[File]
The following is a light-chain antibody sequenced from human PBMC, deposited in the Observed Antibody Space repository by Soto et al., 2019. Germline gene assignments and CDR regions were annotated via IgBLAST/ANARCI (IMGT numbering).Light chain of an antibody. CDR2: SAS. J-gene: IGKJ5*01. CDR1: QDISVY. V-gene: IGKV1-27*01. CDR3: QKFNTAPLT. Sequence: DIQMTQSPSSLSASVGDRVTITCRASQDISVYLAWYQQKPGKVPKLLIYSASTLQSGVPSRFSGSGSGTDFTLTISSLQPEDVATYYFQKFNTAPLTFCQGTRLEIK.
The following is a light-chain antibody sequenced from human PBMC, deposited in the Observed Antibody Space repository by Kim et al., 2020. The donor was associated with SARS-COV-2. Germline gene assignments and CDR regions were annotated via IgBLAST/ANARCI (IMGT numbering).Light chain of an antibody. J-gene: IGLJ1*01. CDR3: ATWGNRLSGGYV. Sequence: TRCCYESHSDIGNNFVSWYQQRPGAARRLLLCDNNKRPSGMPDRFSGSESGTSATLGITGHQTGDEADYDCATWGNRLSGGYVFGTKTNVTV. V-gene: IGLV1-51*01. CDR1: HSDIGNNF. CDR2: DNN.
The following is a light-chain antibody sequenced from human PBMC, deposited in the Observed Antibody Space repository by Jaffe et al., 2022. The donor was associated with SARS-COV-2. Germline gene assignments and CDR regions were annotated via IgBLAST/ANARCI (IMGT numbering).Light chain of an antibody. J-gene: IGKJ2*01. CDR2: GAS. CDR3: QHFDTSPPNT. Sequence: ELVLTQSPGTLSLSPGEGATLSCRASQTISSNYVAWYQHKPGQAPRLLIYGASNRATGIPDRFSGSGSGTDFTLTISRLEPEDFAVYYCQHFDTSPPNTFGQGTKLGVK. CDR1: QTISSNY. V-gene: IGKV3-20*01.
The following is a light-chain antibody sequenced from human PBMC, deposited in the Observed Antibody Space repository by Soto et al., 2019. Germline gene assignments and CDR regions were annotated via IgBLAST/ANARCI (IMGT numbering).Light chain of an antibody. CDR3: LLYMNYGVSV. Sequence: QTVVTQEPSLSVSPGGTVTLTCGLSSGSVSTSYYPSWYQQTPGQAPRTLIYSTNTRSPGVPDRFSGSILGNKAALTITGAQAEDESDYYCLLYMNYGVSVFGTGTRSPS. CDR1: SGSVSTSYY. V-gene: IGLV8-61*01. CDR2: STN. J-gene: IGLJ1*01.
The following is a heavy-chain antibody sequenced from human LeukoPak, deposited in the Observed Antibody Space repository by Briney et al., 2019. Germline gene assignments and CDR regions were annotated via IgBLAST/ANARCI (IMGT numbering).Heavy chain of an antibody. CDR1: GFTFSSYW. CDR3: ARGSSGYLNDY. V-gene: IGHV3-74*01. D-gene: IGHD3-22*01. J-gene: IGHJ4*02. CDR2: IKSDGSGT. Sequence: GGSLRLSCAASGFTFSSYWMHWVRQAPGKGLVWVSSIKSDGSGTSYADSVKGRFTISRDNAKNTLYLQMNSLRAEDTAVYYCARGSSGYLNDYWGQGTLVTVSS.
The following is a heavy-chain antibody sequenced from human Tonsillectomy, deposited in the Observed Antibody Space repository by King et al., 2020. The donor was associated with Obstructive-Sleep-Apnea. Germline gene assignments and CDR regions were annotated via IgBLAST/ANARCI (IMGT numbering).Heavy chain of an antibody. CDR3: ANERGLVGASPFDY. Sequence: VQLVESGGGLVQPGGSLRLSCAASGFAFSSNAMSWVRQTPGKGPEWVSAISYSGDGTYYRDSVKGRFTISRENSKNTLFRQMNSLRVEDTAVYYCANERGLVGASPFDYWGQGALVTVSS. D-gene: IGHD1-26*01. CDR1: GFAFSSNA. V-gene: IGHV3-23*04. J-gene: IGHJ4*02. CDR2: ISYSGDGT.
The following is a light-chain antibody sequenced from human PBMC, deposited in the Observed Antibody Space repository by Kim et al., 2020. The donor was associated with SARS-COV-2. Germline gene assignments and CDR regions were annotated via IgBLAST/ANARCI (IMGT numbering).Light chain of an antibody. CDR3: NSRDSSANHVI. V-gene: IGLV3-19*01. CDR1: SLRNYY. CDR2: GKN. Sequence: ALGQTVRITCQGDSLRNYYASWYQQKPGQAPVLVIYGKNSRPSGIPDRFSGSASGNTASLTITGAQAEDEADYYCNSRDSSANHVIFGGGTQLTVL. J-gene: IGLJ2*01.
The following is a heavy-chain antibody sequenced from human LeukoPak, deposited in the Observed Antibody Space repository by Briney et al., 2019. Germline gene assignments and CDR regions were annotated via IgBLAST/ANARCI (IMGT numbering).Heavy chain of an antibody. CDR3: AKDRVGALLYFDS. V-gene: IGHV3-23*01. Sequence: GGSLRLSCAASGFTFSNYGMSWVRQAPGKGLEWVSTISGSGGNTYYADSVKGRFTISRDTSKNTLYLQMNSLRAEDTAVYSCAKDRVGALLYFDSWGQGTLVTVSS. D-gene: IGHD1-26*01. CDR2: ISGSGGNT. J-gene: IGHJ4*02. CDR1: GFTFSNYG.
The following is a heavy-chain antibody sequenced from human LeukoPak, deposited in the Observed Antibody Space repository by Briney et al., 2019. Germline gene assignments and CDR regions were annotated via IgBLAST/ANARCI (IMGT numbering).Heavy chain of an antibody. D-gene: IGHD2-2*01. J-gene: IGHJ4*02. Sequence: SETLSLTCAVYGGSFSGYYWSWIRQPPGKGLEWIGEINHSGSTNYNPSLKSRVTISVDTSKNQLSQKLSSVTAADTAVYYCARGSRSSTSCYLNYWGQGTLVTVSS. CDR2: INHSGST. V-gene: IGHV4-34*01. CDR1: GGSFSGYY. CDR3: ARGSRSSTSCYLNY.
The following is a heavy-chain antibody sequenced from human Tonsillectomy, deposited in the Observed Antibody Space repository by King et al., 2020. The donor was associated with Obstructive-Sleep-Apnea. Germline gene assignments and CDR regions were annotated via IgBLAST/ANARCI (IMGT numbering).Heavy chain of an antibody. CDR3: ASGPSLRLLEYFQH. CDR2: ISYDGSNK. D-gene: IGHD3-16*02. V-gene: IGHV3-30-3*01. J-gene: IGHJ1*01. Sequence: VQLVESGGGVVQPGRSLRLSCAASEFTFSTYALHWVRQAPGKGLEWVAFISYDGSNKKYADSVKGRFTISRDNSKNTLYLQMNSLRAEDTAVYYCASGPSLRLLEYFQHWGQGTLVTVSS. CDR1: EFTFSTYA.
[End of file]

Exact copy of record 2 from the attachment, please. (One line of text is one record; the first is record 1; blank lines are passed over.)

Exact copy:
The following is a light-chain antibody sequenced from human PBMC, deposited in the Observed Antibody Space repository by Kim et al., 2020. The donor was associated with SARS-COV-2. Germline gene assignments and CDR regions were annotated via IgBLAST/ANARCI (IMGT numbering).Light chain of an antibody. J-gene: IGLJ1*01. CDR3: ATWGNRLSGGYV. Sequence: TRCCYESHSDIGNNFVSWYQQRPGAARRLLLCDNNKRPSGMPDRFSGSESGTSATLGITGHQTGDEADYDCATWGNRLSGGYVFGTKTNVTV. V-gene: IGLV1-51*01. CDR1: HSDIGNNF. CDR2: DNN.